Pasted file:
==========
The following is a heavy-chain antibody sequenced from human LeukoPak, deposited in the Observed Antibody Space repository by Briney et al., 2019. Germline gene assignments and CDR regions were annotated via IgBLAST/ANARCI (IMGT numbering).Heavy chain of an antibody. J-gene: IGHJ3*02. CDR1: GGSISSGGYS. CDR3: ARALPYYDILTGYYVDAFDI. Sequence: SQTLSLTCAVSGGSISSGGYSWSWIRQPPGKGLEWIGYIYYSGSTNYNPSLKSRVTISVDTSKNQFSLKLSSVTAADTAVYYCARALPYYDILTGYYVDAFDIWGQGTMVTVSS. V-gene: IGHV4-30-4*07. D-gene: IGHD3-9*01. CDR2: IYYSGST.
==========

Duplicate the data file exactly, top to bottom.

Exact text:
The following is a heavy-chain antibody sequenced from human LeukoPak, deposited in the Observed Antibody Space repository by Briney et al., 2019. Germline gene assignments and CDR regions were annotated via IgBLAST/ANARCI (IMGT numbering).Heavy chain of an antibody. J-gene: IGHJ3*02. CDR1: GGSISSGGYS. CDR3: ARALPYYDILTGYYVDAFDI. Sequence: SQTLSLTCAVSGGSISSGGYSWSWIRQPPGKGLEWIGYIYYSGSTNYNPSLKSRVTISVDTSKNQFSLKLSSVTAADTAVYYCARALPYYDILTGYYVDAFDIWGQGTMVTVSS. V-gene: IGHV4-30-4*07. D-gene: IGHD3-9*01. CDR2: IYYSGST.